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Meet the Navy’s Knifefish Mine-Hunting Robot

by John Reed on April 16, 2012

So, what’s this thing that looks like a digicam’d torpedo? It’s what the Navy is hoping will be it’s next-gen anti-mine robot called the Knifefish.

Yup, the Knifefish is going to be a 20-foot, 3,000-pound robot that will go on 16-hour missions snooping around for sea mines using low-frequency bandwidth synthetic aperture sonar that’s so effective that it can even penetrate beneath the ocean floor depending on the makeup of the sediment on the seafloor, according to Navy Capt. Duane Ashton of the Navy’s Maritime Systems Program Office who unveiled the beast during the Navy League’s Sea, Air, Space Conference in National Harbor, Md., today.

The Knifefish is designed to prowl the seas autonomously and can scan “high-clutter” environments using its sonar to tell the difference between all sorts of sea mines or even random debris, like say a refrigerator, on the sea floor by comparing the shape of an object with a database of known sea mines. The only downside for now is that the fish has to come back to its mothership — Littoral Combat Ships to start and eventually “ships of opportunity” — to upload the information that it vacuums up on its missions. Eventually, the craft will be able to transfer data back to to its motherships.

The torpedo-looking minehunters will be in service by 2017, according to Ashton.

 

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{ 33 comments… read them below or add one }

Jake April 16, 2012 at 3:46 pm

Is this the same low freq sonar that kills whales, dolphins, ect every time they use it?

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blight_ April 16, 2012 at 4:20 pm

Edit: I'm not sure which navy sonar systems are the ones that kill animals, but if it's the LFA it would be the SURTASS system deployed only a few specialized vessels.

Would have to look up SURTASS for more info…

From a luddite perspective, SAR uses pings from multiple positions and processes the signals to form a high fidelity image, which differs in signal processing from your standard sonar setup which pings once, stops and collects all the return information from the first ping and then refreshes repeatedly.

In any case something in a torpedo is going to be smaller, and thus less likely not powerful enough to blow out whale eardrums. The Navy wants super powerful sonar to scan the ocean for submarines. This is something short-ranged for mine clearance. So unless a pod of dolphins wants to make friends with the USV while it pings…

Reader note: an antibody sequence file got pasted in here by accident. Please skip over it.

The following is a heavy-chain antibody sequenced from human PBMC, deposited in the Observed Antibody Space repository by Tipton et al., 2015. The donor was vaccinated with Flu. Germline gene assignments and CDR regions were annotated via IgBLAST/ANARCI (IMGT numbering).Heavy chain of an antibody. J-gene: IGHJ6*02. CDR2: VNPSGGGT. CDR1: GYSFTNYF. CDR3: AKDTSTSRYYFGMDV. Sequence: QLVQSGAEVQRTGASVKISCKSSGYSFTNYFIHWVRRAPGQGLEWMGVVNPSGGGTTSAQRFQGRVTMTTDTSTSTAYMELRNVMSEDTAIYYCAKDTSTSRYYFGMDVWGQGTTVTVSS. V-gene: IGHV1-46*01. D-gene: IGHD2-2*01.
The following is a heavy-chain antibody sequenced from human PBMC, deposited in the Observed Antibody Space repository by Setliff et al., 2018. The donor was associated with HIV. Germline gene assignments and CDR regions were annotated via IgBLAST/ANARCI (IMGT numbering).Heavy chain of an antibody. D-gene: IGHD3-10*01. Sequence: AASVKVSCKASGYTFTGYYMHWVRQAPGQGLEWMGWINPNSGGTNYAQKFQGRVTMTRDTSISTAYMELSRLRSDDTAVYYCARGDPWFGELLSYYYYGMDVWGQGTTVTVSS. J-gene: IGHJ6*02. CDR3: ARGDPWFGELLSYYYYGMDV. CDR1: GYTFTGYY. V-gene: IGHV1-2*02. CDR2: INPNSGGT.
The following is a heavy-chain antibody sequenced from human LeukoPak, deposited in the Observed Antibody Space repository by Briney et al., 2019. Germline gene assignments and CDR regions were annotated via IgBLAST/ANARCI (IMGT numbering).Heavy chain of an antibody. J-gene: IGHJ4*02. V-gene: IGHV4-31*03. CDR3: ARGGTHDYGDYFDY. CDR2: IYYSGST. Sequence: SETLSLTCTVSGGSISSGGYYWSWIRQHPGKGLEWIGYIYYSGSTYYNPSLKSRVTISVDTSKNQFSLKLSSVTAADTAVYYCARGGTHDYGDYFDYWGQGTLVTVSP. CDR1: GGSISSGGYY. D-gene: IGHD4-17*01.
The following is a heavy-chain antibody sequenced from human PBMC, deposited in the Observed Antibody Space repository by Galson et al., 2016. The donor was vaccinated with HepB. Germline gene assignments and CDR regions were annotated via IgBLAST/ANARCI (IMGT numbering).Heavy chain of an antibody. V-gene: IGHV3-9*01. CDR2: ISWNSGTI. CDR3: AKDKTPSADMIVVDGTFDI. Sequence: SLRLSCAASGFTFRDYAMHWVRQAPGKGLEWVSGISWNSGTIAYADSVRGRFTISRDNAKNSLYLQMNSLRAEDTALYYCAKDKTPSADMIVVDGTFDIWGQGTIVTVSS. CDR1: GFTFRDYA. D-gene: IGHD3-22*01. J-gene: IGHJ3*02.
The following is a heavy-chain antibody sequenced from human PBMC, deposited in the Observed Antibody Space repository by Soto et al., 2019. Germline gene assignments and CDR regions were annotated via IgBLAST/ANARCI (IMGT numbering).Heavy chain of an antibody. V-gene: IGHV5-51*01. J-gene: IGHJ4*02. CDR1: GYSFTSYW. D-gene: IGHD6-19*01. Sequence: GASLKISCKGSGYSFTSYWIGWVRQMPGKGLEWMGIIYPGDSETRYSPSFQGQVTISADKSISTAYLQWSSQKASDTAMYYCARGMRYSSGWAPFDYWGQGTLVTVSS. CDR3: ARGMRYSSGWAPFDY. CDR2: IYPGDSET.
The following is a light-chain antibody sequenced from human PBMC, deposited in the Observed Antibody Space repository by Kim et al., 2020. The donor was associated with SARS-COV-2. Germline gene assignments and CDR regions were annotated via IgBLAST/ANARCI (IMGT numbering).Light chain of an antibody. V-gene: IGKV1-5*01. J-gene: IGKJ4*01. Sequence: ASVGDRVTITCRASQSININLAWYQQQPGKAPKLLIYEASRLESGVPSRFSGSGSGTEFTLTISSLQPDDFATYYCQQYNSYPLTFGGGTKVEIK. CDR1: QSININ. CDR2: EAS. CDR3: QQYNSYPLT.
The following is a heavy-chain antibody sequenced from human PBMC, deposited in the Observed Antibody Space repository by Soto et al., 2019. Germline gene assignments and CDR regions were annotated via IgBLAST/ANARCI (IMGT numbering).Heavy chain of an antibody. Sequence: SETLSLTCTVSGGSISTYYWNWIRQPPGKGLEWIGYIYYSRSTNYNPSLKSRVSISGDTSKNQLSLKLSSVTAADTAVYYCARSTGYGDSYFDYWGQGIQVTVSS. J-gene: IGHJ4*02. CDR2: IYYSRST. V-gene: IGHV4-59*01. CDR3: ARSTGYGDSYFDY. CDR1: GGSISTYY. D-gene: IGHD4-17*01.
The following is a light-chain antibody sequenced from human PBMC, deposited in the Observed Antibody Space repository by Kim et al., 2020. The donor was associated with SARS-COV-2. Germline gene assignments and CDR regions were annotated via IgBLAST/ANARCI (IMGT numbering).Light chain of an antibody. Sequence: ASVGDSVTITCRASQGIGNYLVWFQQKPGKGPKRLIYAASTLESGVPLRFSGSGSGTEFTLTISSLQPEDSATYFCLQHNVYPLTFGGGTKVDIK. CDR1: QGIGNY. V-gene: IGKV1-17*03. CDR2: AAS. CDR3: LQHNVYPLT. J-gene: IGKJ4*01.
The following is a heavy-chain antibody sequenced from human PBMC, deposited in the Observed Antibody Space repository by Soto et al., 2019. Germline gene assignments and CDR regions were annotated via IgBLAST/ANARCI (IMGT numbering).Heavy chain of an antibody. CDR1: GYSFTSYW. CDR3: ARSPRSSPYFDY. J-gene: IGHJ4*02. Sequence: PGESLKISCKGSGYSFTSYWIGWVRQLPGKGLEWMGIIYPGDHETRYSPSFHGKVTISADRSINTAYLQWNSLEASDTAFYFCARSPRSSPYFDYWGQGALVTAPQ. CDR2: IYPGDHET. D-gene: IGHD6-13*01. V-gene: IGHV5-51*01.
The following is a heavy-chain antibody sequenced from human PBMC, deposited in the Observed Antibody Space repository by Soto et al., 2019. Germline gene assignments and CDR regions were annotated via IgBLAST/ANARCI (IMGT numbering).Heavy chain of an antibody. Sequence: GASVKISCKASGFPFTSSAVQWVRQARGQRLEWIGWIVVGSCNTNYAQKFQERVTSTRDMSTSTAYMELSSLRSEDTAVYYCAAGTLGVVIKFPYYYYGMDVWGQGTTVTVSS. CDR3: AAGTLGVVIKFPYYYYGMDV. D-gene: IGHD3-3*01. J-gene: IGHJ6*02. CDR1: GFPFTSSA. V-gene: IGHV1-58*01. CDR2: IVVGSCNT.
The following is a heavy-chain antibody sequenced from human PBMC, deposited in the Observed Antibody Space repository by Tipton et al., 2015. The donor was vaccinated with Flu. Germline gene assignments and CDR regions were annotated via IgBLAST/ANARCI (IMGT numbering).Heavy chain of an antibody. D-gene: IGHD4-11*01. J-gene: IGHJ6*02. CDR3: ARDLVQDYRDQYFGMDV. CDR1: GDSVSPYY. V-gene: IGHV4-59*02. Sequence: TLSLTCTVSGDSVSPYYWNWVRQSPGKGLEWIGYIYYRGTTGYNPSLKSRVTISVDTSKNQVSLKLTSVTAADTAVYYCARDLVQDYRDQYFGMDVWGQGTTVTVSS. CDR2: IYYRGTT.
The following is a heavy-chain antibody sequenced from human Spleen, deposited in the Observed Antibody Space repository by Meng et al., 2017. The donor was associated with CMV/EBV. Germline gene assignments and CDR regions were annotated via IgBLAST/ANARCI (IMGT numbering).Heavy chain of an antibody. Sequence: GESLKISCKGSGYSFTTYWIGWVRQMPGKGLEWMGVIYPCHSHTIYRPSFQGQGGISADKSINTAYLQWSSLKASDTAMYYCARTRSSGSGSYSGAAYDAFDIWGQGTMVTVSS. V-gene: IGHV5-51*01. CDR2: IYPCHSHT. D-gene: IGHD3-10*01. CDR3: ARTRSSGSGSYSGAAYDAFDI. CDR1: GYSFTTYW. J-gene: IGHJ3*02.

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jim April 16, 2012 at 6:23 pm

We can only hope. Have you ever met a dolphin? Dolphins are stuck-up jerks. And when are the whales gonna apologize for interfering with our sonar? Screw them.

All a whale is is a morbidly obese plankton serial killer. Screw the whales.

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Michael Hughey April 16, 2012 at 6:50 pm

REALLY? I can see your concern if we are just talking about routine training missions, but TODAY, there is an inherent threat to our interests in the Strait of Hormuz, and Naval personnel that may be involved. I think that the Whales and Dolphins would prefer the sonar over the explosion of the mines as they destroy innocent vesels and people.

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Jacob April 16, 2012 at 7:26 pm

I'm pretty sure you use high frequency sonar to sweep for naval mines. Mines are probably smaller than the wavelength of low or medium frequency sonar and probably won't be picked up. But don't quote me on that.

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Eric April 17, 2012 at 2:55 pm

90% of the time high frequency sonars are used for minehunting. In this case a low frequency is used for greater range and ocean bottom penetration. High frequency sonars will not penetrate the ocean floor. The trade off, and its a big trade off, is the quality of the sonar image.

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Curt April 17, 2012 at 11:07 pm

No, not even close. No threat to marine life.

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dan April 21, 2012 at 11:31 am

An aircraft carrier with its air wing aboard exceeds over 5000 sailors. How many of people dying equals a whale or a dolphin. Pull your liberal head out of your ass and look at the big picture,

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TMB April 16, 2012 at 4:22 pm

Sounds like the robot they used to scan and map the Titanic debris field recently. If you didn't watch it last night, the History Channel showed an expedition where they took two torpedo-looking robots with downward looking sonar on pre-programmed patterns to map the entirety of the 15 square mile debris field. It took about a week for the two robots to do it.

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Mastro April 16, 2012 at 4:28 pm

Cool- just hopes it works for under $2 billion-

A module that does what its supposed to do for the LCS would be nice-

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tiger April 17, 2012 at 6:34 am

Mr. Limpet worked for a lot less. We should hire him again.

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blight_ April 17, 2012 at 1:08 pm

My interpretation of the "modules" system is that those plug and play modules are just the command and control equipment for USV's. Knifefish might plug right in.

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RCDC April 16, 2012 at 6:54 pm

It can be an anti submarine or anti missile boat too if they place camera on it.

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Jacob April 16, 2012 at 7:31 pm

It wouldn't work, a submarine would easily outrun a UUV. This thing would have to trade speed for endurance in order to do its job: hunting mines. We do have a torpedo-like unmanned drone that kills submarines though, and it's called a torpedo!

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RCDC April 17, 2012 at 1:55 pm